Quote Originally Posted by WeAreNDHockey View Post
    I did not know you were a flight controller, which in my book makes you one of the coolest people I have ever met, if only for a brief minute or two.
    I've only done this since 2015. I've done some ISS thing or other since 1999.

    Quote Originally Posted by dxmnkd316 View Post
    Can you explain that final move a little more?
    They didn't know what the fluid was, but you can think of it as water with stabilizing stuff in it. Water has surface tension, which is what makes it form drops, etc. In microgravity, the drops don't fall, and if they come in contact with a wettable/hydrophilic surface — cotton, wool, skin — it adheres to the surface and spreads out across that surface if the adhesive forces on the surface are more attractive than the internal attraction of the water. As such, as you would when you get a good sweat on, his face was covered in fluid.

    Then, consider that it was a large volume of fluid, enough to fill his helmet! So instead of just floating off, that layer of water was mostly a spheroid around his freaking face.

    https://www.youtube.com/watch?v=bxFdfk35_K0

    Those last 20 seconds or so, with three of his crewmates looking right at him, knowing that they were going to get him out, knowing that he was holding his breath ... sorry, gotta go outside and scream again.

    [Not kidding: my heart rate went up 20 beats writing this post.]

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    Re: Apollo 11 - 50 years on.

    Quote Originally Posted by gfmorris View Post
    I've only done this since 2015. I've done some ISS thing or other since 1999.
    Yup, still one of the coolest! I've been watching that thing move across the sky for many, many years now. To think you may have been communicating in whatever fashion with someone on board as I tracked it in the sky is really kind of neat to think about.




    [Not kidding: my heart rate went up 20 beats writing this post.]

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    Re: Apollo 11 - 50 years on.

    Quote Originally Posted by WeAreNDHockey View Post
    Yup, still one of the coolest! I've been watching that thing move across the sky for many, many years now. To think you may have been communicating in whatever fashion with someone on board as I tracked it in the sky is really kind of neat to think about.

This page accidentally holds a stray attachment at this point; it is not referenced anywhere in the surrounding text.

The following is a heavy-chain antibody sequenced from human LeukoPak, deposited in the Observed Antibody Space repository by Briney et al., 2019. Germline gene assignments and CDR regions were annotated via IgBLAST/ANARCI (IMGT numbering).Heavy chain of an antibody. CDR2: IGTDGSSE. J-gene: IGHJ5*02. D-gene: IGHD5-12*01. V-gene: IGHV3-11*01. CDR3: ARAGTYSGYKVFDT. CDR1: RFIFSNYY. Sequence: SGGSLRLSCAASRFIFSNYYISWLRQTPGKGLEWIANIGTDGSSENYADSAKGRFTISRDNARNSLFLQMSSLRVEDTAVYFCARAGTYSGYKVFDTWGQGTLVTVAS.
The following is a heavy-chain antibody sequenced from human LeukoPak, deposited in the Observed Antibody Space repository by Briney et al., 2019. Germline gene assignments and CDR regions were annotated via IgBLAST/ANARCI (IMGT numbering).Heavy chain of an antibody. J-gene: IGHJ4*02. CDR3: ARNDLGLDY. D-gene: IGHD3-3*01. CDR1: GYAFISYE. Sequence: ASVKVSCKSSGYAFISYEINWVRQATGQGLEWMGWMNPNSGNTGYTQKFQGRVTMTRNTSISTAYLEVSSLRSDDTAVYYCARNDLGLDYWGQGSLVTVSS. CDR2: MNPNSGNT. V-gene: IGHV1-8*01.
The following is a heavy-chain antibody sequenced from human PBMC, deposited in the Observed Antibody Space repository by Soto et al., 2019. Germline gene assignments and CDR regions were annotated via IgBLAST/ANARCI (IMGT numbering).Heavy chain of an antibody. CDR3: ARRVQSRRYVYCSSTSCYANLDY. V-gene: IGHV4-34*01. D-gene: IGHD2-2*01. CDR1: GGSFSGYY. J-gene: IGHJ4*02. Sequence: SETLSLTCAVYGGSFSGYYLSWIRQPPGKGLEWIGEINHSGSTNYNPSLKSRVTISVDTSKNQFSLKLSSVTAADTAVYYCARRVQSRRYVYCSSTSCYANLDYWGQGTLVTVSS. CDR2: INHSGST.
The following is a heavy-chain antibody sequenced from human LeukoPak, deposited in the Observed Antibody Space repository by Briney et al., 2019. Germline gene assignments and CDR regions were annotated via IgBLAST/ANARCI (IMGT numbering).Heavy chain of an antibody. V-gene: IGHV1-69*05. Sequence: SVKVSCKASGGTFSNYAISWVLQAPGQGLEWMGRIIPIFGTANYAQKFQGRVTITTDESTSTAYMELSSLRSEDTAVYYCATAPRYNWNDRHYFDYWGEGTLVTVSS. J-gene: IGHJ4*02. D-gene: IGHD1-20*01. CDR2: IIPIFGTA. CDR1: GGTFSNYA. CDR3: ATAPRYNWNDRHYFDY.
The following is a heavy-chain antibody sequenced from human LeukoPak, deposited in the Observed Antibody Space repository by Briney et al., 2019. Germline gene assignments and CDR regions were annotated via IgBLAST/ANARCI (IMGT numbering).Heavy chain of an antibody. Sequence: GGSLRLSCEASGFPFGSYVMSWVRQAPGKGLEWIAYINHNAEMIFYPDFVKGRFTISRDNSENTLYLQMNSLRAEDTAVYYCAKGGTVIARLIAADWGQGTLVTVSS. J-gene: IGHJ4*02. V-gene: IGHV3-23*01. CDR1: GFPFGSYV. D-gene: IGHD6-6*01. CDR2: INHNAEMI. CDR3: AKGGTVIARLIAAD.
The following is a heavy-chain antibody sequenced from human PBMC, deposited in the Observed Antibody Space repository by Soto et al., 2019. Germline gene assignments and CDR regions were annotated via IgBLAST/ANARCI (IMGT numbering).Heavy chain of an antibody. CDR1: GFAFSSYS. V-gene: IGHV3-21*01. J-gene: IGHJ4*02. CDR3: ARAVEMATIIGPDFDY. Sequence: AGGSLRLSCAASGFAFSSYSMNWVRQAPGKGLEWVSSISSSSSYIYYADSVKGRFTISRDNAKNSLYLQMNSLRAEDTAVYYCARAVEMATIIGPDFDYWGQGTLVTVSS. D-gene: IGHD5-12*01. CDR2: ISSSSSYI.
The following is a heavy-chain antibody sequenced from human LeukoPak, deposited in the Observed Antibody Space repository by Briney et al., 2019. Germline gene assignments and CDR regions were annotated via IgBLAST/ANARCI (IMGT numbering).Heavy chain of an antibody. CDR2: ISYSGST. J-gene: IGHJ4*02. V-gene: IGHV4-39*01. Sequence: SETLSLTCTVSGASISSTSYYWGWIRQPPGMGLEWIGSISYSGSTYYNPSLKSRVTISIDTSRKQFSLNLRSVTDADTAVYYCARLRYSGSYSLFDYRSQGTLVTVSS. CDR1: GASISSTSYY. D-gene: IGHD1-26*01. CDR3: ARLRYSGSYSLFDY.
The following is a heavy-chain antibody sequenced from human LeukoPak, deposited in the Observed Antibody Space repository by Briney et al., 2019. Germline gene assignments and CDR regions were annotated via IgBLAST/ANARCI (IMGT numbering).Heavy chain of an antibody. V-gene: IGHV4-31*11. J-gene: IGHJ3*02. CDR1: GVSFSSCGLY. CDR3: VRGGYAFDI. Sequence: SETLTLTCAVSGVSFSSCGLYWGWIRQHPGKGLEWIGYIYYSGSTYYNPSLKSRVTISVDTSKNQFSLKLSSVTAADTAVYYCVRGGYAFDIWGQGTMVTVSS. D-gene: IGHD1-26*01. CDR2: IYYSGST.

This is a really neat website that tracks the ISS as well as a bunch of other satellites. Gives you lots of info to satellite spot. I flipped out when I saw my first Iridium flare. I've logged hundreds of satellite sightings using this website.

    https://www.heavens-above.com/

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    Re: Apollo 11 - 50 years on.

    Quote Originally Posted by WeAreNDHockey View Post
    Yup, still one of the coolest! I've been watching that thing move across the sky for many, many years now. To think you may have been communicating in whatever fashion with someone on board as I tracked it in the sky is really kind of neat to think about.
    There was a time when you could about 2/3 staff a skeleton control room at POIC with folks with direct ties to the UAH program (me, one of my old radio partners, the official scorer, and a Pep Band guy).

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    Re: Apollo 11 - 50 years on.

    Re-entry and splashdown. I didn't realize that it was upside down for so long. Stable, but mostly upside down in the water.

    It was also interesting to see the booster part of the CM come down at the same time, and burn up in the atmosphere. Scary to think that a small mistake like that could have been really bad.

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    Re: Apollo 11 - 50 years on.

    Just saw this on the NASA channel. They have fully restored it. This is the first time in my life I have wanted to go to Texas.
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    Re: Apollo 11 - 50 years on.

    Quote Originally Posted by Kepler View Post
    Just saw this on the NASA channel. They have fully restored it. This is the first time in my life I have wanted to go to Texas.
    I saw a news story about this a couple of weeks ago. As I recall, everything is identical to the way it was in 1969, with one exception. I think it was a plaque or something hung up to commemorate their work on getting the crew back to earth on the Apollo 13 mission, which obviously occurred after Apollo 11. I assume that will be the big "aha" moment for the tour guides to quiz tourists.